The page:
If you aren’t aware, Vibrams are a type of minimalist shoe that are meant to replicate being barefoot. Learning to run properly in Vibrams requires months of training because you essentially have to teach yourself an entirely new strike – landing on the front of your foot instead of your heel. Barefoot running with a forefoot strike pattern has been shown to have many benefits – including increased balance and speed as well as reduced impact to/wear on your ankles, knees, hips and back. In preparation for the race, I’ve been wearing Vibrams as much as possible – walking to work, hiking, and running in them.
As it turned out, the most novel aspect of New Thing #2 had nothing to do with my footwear. Although I’d signed up for the race with a friend from college, leading up to the event I was unable to get a hold of him. Two days before the event, I resigned myself to the fact that I would be completing the Tough Mudder on my own. I had a few dark moments that afternoon. Many of the obstacles are very physically and mentally challenging – it was difficult to imaging facing them alone. True to her best-friend duties, Danielle quickly calmed me down. She said, “You know you can handle it physically. Think about how empowering it will be to do it alone. That is awesome!” It is funny how much a simple shift in viewpoint can change everything. In the span of five minutes, the prospect of running a solo race went from being terrifying to thrilling.
As it turned out, I only spent a third of the race alone. In the first four miles, I had to push myself. One of the early obstacles required me to jump off a 20 foot-high platform into muddy water of an unknown depth. It took some mental grit to throw my body into the open air without a buddy to chant “Together! 1–2–3, GO!”
Fortunately, while making my way down a steep slope, I tripped over a tree root and a fellow “Mudder” asked – “Are you alone? Join us!” Thankful for the offer, I kept stride with the group (7 guys and 1 girl) for the rest of the course. Befriending someone in this scenario was an interesting experience. The typical “Where are you from? What do you do?” small talk was interrupted by an icy plunge into the Arctic Enema, or climbing a Berlin Wall. During one obstacle – the “Wounded Warrior” – we even had to carry one another.
I’m extremely grateful for my newfound friends. The April day was unusually cool, and the water-based obstacles were frigid. As the race wore on, we took a few moments after each obstacle to huddle together for warmth. Many of our fellow Mudders ran with hypothermic blankets wrapped around their shoulders. We crossed the (electrified!) finished line in two waves with our arms linked. Afterwards, we each celebrated with a beer – half of which was lost due to our shaking hands.
The days following the Tough Mudder were rough. My body was incredibly stiff and sore, even the most basic task took tremendous effort. I awoke on Monday, bruised, battered and (seemingly) beaten. However, the mental challenge of facing a Tough Mudder alone left me feeling stronger than ever. I now know that I can accomplish anything I set my mind to do. With that mindset, I have registered for a triathlon this fall. (I suppose that I should put purchasing a bike on the to-do list!) So, be on the lookout for that New Thing in a few months!
Readers, I realize that you have been eagerly awaiting tales of my (mis)adventures, so I apologize for the two-week delay!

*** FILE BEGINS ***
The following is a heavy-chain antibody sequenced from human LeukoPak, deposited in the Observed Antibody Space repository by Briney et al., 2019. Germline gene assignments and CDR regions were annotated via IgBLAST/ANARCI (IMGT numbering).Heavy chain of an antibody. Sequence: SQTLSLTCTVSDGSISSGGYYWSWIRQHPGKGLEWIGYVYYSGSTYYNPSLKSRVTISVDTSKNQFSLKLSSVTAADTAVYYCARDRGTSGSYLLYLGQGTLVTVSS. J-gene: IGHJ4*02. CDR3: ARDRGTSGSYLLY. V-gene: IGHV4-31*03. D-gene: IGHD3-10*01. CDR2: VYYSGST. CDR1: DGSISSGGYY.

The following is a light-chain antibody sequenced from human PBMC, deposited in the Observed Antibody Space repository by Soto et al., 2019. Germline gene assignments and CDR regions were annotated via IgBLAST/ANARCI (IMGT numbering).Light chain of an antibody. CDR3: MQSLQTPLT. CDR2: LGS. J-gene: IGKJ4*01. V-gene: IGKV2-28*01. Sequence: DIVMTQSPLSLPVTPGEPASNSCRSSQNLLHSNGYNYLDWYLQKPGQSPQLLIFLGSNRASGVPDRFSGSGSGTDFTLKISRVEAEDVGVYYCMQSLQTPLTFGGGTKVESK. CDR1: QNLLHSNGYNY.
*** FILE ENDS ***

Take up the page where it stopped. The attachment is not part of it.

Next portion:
I spent Easter weekend (Week Thirteen) with my family in Nashville. That Saturday morning, my sister joined me in my first “off-List” New Thing – participating in the 2013 Nashville Color Run (my first 5K!). Proceeds from every Color Run go towards local charities in each host city. The Nashville event benefited Amputee Blade Runners – an organization that helps to provide free running prosthetics for amputees. As my sister and I approached the exuberant crowd gathered at the starting line, it was easy to see why the Color Run is promoted as “the Happiest 5K on Earth.” Kids and adults alike danced among the throng while sporting tie-dyed tutus, angel wings and other costumes.
During the race, each member of our group eagerly darted and twirled through the “color stations.” I reveled in the simple, silly joy of it all – “Pink! I NEED MORE PINK!” We arrived at the finish line 31 minutes later, bedecked in a rainbow of cornstarch powder. As we hugged close for the camera, my sister vowed that Caroline would join us next year. I smiled at the thought of a tutu-clad Caroline – who loves anything and everything purple – dancing in a cloud of violet.
Upon my return to DC, I was welcomed by a mountain of work. Each day I promised myself that I would write my Week Thirteen blog post. However, after a dozen hours spent on my office computer, wrestling with words on my laptop lost its appeal. Thankfully, my weekend afforded me some much-needed down time. On Saturday, some friends and I enthusiastically played (and lost) a game of touch football. The following morning, I joined another friend for Week Fourteen’s New Thing – a monument bike ride.
At the start of our journey, I became acutely aware of the fact that I haven’t ridden a bicycle since I was about 12 years old. Even then, I was the always sole rider on an empty tree-lined street. Riding a bike in a city like DC is an entirely different animal. I white-knuckled the handlebars and prayed that my next blog headline wouldn’t read “New Thing #53 – Mow Down a Toddler.”* As we eased onto Mount Vernon Trail, however, I began to relax and enjoy the sensation of flying downhill with the wind in my face. I thrilled and laughed as each rut in the ground jolted my body off the seat. My friend and I biked a total of 8 miles, stopping periodically to take in views of the Washington monument, the Lincoln memorial, and the Tidal Basin (framed by budding cherry blossoms). Before continuing on to join others at brunch, we walked around Teddy Roosevelt Island and read aloud from stone slabs engraved with the former president’s poignant words.